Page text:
International Influence in Constitution Making: Three Pacific Constitutions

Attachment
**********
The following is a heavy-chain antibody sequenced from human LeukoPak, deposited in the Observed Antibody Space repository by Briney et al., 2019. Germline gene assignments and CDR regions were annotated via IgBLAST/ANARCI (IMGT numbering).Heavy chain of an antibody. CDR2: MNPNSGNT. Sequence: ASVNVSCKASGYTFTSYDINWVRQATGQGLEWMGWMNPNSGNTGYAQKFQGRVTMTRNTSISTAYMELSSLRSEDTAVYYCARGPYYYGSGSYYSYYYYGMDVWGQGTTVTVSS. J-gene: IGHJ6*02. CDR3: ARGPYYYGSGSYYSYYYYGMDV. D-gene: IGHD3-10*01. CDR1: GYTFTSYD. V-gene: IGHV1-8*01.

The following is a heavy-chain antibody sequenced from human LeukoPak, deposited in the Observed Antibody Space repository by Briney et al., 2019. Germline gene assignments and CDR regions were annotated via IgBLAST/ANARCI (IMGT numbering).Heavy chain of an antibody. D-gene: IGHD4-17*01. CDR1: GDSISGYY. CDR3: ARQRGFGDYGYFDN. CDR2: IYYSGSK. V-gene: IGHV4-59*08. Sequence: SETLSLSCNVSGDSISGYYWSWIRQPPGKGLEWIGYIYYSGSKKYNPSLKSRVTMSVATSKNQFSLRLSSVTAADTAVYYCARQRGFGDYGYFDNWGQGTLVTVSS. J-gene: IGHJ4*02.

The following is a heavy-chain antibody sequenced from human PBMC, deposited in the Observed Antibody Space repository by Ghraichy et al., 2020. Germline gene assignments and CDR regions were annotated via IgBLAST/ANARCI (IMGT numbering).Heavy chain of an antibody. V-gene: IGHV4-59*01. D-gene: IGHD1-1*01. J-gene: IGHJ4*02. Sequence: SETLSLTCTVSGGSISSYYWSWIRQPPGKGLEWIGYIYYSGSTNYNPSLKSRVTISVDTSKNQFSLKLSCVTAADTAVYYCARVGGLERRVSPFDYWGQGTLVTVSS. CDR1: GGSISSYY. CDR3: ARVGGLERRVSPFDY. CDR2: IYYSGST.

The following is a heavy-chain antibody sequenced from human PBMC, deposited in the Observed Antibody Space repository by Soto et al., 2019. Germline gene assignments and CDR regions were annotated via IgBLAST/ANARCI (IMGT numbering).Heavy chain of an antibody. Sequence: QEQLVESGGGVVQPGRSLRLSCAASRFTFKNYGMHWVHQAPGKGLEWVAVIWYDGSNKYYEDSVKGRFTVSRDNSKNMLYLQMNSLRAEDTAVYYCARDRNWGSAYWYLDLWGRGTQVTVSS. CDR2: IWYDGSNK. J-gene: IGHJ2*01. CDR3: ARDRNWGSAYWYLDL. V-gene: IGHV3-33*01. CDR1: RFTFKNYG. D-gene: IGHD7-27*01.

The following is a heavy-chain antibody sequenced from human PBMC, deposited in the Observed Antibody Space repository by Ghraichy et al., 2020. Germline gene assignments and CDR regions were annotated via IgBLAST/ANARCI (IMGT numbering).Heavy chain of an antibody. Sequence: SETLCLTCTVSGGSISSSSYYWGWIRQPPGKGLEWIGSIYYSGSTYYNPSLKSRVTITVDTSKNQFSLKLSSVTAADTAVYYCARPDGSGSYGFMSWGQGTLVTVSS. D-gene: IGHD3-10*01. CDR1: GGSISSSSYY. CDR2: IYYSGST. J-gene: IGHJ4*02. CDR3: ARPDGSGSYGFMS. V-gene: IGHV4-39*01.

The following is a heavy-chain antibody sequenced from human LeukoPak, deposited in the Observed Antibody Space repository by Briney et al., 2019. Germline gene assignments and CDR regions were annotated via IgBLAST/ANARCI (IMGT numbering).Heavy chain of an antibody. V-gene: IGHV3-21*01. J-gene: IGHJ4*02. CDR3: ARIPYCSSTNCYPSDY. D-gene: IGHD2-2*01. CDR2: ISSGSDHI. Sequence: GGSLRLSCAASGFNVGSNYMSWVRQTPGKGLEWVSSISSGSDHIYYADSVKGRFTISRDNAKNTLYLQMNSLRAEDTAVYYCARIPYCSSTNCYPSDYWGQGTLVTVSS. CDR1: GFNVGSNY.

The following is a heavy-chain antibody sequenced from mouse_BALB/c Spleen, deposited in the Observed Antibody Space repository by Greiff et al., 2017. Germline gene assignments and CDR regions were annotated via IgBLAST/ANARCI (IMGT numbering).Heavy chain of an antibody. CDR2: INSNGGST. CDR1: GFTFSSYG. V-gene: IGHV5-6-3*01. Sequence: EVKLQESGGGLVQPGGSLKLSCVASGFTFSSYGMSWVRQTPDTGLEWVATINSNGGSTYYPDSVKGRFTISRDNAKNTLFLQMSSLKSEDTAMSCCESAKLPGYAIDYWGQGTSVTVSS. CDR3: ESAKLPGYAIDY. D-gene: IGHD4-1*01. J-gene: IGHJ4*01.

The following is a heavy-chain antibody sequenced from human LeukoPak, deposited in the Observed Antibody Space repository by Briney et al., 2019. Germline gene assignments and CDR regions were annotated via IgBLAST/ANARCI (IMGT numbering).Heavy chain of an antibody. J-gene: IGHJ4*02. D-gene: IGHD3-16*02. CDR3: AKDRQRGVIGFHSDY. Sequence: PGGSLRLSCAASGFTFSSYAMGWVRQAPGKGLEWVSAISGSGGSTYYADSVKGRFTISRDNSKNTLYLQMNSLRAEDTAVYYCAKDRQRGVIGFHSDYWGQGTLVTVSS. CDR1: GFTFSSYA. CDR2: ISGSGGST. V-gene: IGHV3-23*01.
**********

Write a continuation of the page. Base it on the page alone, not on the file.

This paper identifies a pattern of international influence on the written constitutions of three Pacific states – Tonga (1875), Samoa (1960) and Tuvalu (1986) – in which Indigenous polities borrowed the language and form of written constitutions to signal their independence and capacity for self-government to external actors. As a result, written constitutions deal only partially with continuing forms of public governance based on Indigenous custom. The dynamics of international influence have affected how courts in each state approach constitutional interpretation. In some cases, courts have used the history of constitution making to recognise and preserve a space for customary institutions and values, in others to exclude it. The dynamics of international influence, as traced in this paper, show why it might be important – and legitimate – to shed the presumption that the whole of the constitution is contained in the constitutional text.